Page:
To the west of the centre of this range is Toorbut-e-Hyderah, a town which, once much larger, now numbers, perhaps, from six to eight hundred houses. It is the seat of Mohummud Khan, of the Kara, or black tribe, a set of marauders who are well named. Their province extends from Shereefabad, on the north, to a place called Danial, four marches south of the capital: on the west it touches the “sirhud” of the province of Toorshish, and eastward it is bounded by the small range above mentioned. The country is naturally a fine one, and in the time of Ishauk Khan (the father of the present chief) it was tolerably well cultivated, and afforded pasture to so many sheep, that it is said some fourteen hundred dogs were kept to watch them;1 but now, as Mohummud Khan is continually aggressing some one, who (according to the mode of retaliation in these countries) endeavours to lay waste his lands, and as, by plundering merchants and travelers, he has nearly shut the once great road through his country, his people have little inducement to raise more grain than suffices for their own consumption, and the cultivation of that is carried on near to Toorbut. The Persians, who seldom use the Khan’s name without cursing it, say that he has sold fifty thousand persons to the Toorkmuns during his rule; and the few travelers whom necessity takes his way go Tewokul be Khoda, specially trusting in Providence, and resigned to all chances. Some years since, a very large kafilah, travelling as they supposed securely under the patronage of Meerza Abdool Wahab, Moatimood-dowlah, one of the greatest ministers that has been known in the present reign, and who had been specially sent by the Shah to put Khorassaun in order, were resting at Toorbut on their way to Meshed, when the Khan laid hands upon them all, appropriated the goods and the beasts of burden, and either took ransom for the merchants and travellers, or sold them to the Toorkmns. The chief’s extenuators say that he was prompted to this lawless life when his father, Ishauk Khan, was murdered by Prince Wullee Mohummud Meerza, the Governor of Meshed in 1815; but as he has turned his spite upon unoffending persons, to his own great profit, this may be doubted.
The Shah hates the very mention of Mohummud Khan’s name: when his son, Prince Hussan Allee Meerza, was ruler of Khorassaun,2 his Majesty wrote, desiring him to seize the Toorbut chief, and either to kill or blind him, or send him to the capital. Hussan Allee Meerza did catch Mohummud Khan, but in one of those wild freaks for which he is famous, instead of killing his prisoner, he made mockery of him, by stripping him nearly naked, smearing his beard with curds, and exposing him bareheaded in the sun to the derision of the royal troops. The strangest part of the story remains yet to be told: when the Prince had heaped all these indignities upon his captive, he ordered him into his presence, and, putting the Shah’s firman into his hand, desired him to decide his own fate. Mohummud Khan, by a clever appeal to Hussan Allee Meerza’s generosity, not only turned away his wrath, but induced him suddenly to become as lavish of his favours as he had been of his injuries; when the Khan came out from audience, it was with a jeweled sword belted over a “dress which the Prince had worn,” and the next thing that Hussan Allee Meerza did was, to go to Toorbut and marry the chief’s sister. Mohummud Khan, probably thinking that the Prince’s injuries and favours nearly balanced each other, was not restrained from his former courses, and he has since set the Shah, his governors, and everybody else, at nought. I asked a Jew of Meshed what sort of looking man he was. “I can tell you,” he said, “for when he took this city, he sent for me to make me pay money (God knows the Jews have little enough of it, least of all those at Meshed). The Khan was a thick-set man, and he sat leaning forward, with his cap drawn down his forehead close to his eyebrows, looking hard at those who were brought before him. No man could stand his gaze. The greater part of his eyes was white, like a Hubbushee’s,3 but the middle was black, ― black, I bed to state, as his heart, and that is as black as a pot.” Mohummud Khan must now be a well-aged man; when he dies, or if the long talked-of settlement of Persian Khorassaun takes place, his country will probably recover itself.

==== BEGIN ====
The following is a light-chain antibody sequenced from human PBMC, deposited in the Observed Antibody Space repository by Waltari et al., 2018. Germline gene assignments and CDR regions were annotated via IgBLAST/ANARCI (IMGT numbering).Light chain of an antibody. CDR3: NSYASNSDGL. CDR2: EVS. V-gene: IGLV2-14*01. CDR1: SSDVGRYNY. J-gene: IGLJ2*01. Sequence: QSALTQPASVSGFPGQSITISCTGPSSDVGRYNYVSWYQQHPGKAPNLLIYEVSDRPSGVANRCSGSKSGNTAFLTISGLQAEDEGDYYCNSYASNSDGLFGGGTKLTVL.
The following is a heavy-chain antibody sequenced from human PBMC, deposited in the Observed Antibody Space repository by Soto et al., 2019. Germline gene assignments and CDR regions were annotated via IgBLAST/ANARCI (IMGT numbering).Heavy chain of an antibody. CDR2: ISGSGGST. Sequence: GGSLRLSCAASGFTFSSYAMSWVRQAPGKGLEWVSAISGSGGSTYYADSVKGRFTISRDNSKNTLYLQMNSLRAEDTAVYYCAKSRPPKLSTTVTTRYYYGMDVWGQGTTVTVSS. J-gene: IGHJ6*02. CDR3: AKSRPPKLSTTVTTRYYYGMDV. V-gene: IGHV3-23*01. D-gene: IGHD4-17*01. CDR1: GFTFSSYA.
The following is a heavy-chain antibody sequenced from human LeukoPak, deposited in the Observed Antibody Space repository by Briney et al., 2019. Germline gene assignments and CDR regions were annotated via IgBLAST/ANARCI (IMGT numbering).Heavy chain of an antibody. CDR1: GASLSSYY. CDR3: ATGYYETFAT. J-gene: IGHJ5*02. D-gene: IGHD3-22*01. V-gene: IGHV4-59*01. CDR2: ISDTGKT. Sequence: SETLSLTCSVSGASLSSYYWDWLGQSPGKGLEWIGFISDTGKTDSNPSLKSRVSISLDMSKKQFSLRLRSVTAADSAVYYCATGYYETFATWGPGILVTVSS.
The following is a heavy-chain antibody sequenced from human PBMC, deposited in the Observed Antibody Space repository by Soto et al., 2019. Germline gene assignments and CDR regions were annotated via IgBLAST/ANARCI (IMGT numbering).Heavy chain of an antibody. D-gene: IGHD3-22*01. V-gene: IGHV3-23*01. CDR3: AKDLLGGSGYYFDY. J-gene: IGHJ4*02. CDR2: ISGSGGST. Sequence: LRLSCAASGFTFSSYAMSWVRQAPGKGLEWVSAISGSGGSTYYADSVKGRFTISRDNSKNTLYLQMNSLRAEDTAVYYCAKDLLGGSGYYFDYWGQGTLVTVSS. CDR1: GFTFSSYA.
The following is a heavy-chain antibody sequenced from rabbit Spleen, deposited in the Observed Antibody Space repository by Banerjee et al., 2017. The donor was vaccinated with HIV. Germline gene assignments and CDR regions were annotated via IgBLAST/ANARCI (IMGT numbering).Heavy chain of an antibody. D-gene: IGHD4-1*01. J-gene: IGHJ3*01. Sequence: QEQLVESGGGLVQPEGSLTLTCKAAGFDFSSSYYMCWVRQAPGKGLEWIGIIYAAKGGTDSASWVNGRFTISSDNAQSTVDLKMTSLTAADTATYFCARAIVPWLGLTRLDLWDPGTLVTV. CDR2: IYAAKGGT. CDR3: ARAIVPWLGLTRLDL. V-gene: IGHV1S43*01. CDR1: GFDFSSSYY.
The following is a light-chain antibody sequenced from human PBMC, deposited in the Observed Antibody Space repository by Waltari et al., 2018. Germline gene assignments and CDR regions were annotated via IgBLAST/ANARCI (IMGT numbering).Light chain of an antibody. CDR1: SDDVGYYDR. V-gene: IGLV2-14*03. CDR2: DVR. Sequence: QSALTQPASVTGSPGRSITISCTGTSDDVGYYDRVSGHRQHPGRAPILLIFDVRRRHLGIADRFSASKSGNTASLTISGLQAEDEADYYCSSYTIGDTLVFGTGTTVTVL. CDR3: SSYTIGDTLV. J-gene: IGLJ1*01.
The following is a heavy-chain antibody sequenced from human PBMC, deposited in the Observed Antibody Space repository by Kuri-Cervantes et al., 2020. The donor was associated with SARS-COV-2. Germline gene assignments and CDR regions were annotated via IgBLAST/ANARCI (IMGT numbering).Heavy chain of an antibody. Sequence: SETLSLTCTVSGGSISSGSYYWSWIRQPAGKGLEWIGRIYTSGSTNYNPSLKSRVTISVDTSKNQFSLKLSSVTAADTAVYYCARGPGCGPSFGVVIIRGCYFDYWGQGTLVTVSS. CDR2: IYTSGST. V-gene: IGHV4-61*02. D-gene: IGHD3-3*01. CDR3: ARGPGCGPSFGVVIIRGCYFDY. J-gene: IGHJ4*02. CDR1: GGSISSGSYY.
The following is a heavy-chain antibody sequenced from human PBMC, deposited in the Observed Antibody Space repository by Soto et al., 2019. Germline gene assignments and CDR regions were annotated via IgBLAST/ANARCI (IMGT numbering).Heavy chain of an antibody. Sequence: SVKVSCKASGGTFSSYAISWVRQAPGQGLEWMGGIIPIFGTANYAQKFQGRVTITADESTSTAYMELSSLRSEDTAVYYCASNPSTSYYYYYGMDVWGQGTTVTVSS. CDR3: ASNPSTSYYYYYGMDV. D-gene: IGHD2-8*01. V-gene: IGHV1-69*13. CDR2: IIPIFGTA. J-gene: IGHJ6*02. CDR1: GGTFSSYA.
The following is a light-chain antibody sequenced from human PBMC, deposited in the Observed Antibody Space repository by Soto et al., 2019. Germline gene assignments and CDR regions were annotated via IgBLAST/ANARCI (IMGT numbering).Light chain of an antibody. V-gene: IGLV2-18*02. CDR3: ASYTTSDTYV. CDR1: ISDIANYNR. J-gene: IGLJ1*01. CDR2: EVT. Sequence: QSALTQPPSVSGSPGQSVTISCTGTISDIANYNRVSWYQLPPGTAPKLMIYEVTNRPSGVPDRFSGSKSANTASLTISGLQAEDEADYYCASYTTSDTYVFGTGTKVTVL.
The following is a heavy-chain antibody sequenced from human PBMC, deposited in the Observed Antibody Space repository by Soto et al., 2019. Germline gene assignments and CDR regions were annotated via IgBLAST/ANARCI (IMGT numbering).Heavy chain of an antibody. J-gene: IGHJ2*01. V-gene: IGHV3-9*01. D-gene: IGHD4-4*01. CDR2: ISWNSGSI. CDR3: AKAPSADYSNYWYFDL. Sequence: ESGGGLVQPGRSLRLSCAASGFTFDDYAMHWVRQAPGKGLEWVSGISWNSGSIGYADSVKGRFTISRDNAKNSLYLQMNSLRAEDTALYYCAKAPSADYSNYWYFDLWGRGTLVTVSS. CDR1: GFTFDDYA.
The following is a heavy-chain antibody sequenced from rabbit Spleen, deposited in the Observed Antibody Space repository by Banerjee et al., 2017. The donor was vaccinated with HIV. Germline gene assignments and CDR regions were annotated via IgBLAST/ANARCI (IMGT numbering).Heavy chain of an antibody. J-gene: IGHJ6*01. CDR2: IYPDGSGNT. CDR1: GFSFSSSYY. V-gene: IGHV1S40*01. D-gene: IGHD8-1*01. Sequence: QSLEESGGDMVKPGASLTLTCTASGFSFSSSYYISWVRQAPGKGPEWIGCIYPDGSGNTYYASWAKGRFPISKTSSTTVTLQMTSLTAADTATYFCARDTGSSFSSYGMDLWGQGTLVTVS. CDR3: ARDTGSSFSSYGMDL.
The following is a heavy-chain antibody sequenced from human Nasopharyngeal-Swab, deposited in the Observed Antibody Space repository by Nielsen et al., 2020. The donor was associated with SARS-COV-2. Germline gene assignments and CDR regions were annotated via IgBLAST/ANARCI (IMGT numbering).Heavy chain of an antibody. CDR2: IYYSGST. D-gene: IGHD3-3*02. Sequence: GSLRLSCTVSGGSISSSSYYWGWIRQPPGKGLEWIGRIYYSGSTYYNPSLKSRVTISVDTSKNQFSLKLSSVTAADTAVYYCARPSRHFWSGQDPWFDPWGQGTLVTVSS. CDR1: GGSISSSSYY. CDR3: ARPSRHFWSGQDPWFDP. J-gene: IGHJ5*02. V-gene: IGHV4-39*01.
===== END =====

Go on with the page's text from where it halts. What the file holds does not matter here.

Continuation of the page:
1) Seven hundred muns of flour, it is said, were daily made into bread for these dogs: each dog would eat half a mun daily, and tend one hundred sheep, which supposes one hundred and forty thousand of the latter animals; these were said to belong exclusively to the Khan. Exaggerated as the story is, it shows that very many sheep were pastured in the province.
2) Hussan Allee meerza was sent to take the place of his brother Mohummud Wullee Meerza.
3) Negro’s.

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Direct Link To This Post Posted: 03-Dec-2016 at 04:40
Post Locked. Ongoing neo plagiarism. Poster is warned. Either include original self work or be banned.